Currently, people fortunate enough to have Section 8 housing are shocked into awareness that a break on the rent is considered to be quite enough in the way of help, because their SNAP allowance is now under $20 a month. This is a stern reminder that SNAP stands for Supplemental Nutrition Assistance Program. In other words, food stamps are not meant to sustain life, merely to complement the acquisition of food by (chiefly) other means.
For people experiencing homelessness, this brings up issues that even the best-intentioned humanitarians disagree on. Should a shelter or a soup kitchen charge the people who eat there by taking part of their Electric Benefit Transfer funds? Well, yes, because the facility needs help acquiring the food, and it might not even be able to stay open if not for these contributions.
As for the diners, people attain dignity by paying for the things they consume. But on the other hand, after the soup kitchen meal is over, they will need other meals on other days, and their “food stamps.” There is no guarantee of finding a free meal on any given day, and the rules page says, “They cannot force you… to pay for food at the shelter. They can only request that you voluntarily use your SNAP/Food Stamps to pay for meals.”
The SNAP Situation Is About to Get Worse
No matter how bad things are, they are about to get worse for about a million unemployed childless adults, many of whom are either homeless or at risk of becoming so. Members of this demographic typically receive between $150 and $200 per month, according to Ed Bolen, writing for the Center on Budget and Policy Priorities. After this year, it will be tougher to qualify. The rule was already on the books, with each state having the option to petition for a waiver—which many have been doing. In 2016, it appears that almost no states plan to apply for renewal of that waiver. Bolen explains:
Even SNAP recipients whose state operates few or no employment programs for them and fails to offer them a spot in a work or training program—which is the case in most states—have their benefits cut off after three months irrespective of whether they are searching diligently for a job… This leaves it up to individuals who can’t find a job to try to find training or work program openings on their own, which few are able to do, especially since most training programs have insufficient resources to meet demand, resulting in substantial waiting lists.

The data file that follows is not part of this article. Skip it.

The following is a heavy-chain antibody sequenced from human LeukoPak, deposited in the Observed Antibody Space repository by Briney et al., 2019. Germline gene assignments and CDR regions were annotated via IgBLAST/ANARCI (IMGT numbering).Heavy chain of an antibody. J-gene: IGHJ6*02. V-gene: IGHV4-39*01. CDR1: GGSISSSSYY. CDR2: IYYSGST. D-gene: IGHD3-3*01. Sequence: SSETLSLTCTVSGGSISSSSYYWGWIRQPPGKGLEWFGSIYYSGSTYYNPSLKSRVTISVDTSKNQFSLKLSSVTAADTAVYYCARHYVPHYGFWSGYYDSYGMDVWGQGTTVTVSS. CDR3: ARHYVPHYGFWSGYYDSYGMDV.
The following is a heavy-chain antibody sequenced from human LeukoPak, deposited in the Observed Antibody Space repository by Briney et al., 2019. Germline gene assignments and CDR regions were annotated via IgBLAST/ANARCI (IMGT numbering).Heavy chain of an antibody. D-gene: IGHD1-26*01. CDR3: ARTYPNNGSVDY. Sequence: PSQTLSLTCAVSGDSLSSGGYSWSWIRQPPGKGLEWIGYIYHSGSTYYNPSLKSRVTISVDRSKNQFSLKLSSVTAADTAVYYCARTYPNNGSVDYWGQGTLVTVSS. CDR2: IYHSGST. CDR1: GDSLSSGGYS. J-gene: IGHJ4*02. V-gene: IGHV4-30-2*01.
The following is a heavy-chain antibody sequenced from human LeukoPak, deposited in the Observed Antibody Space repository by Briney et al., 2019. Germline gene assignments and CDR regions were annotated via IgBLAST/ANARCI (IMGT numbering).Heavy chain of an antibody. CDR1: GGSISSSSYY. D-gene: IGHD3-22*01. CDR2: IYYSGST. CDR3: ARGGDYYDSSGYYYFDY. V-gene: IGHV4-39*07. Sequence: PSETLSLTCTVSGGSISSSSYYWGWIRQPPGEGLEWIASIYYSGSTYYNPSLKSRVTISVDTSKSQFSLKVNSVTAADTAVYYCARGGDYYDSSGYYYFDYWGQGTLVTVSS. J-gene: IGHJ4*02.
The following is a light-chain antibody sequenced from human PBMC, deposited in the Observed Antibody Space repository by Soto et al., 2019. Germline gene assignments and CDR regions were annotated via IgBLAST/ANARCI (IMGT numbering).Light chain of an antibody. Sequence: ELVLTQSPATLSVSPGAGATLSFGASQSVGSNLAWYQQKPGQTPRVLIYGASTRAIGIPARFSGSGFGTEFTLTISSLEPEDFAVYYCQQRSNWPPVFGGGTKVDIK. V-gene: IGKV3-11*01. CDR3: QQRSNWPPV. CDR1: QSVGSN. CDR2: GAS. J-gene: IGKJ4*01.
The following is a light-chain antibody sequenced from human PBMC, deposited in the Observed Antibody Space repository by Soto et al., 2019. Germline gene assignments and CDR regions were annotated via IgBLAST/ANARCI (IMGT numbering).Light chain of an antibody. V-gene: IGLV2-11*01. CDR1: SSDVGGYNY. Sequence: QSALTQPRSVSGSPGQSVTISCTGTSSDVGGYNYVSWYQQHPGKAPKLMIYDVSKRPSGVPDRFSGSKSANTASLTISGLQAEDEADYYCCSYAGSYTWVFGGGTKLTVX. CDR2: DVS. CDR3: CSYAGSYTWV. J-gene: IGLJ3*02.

Getting back to Goth Farmer, he (or she) says:
There you have a massive flaw in the idea all homeless always have the option of SNAP for food. Then, you have the identity issue. You have to prove identity to qualify and fact is many homeless can’t. They have no proof of who they are. No photo ID, no SS card, not birth cert. or voter card. Many homeless are underage and avoid any contact with any agency or shelter due to fear of being returned to what they ran from… The mentally ill are often not capable of far simpler tasks then wading through a ream of paperwork to get SNAP.
So, things are seldom as simple as they appear, and sufficient nourishment is still a problem for many Americans.
Source: “Homeless Persons’ Rights under the SNAP/Food Stamp Program,” frac.org, undated
Source: “Policy Basics: Introduction to the Supplemental Nutrition Assistance Program (SNAP),” CBPP.com, undated
Source: “”Supplemental Nutrition Assistance Program (SNAP),” USDA.gov
Source: “Approximately 1 Million Unemployed Childless Adults Will Lose SNAP Benefits in 2016 as State Waivers Expire,” CBPP.org, 01/05/15
Image by U.S. Government
Critics enjoy suggesting that the Supplemental Nutrition Assistance Program offer courses teaching people how to prepare healthful food from scratch, and maybe they wouldn’t buy so much junky processed stuff. Courses are available here and there, not necessarily under the auspices of SNAP. However, such courses are nothing like a comprehensive answer to junk food issues, because even if food is available, cooking can present a real challenge for people with no kitchens.
Certain things can only be done by those who are housed, however marginally. Even a family living in a single motel room is at a tremendous advantage if there is a refrigerator. Sure, a large tub of yogurt is more economical to buy, and can last all week, but there has to be somewhere to keep it. Certainly, a 10-pound bag of rice or a 50-pound sack of dried beans can save a bunch of money—but you need a cupboard to store it in, and clean water, and a range or even just a hotplate for cooking.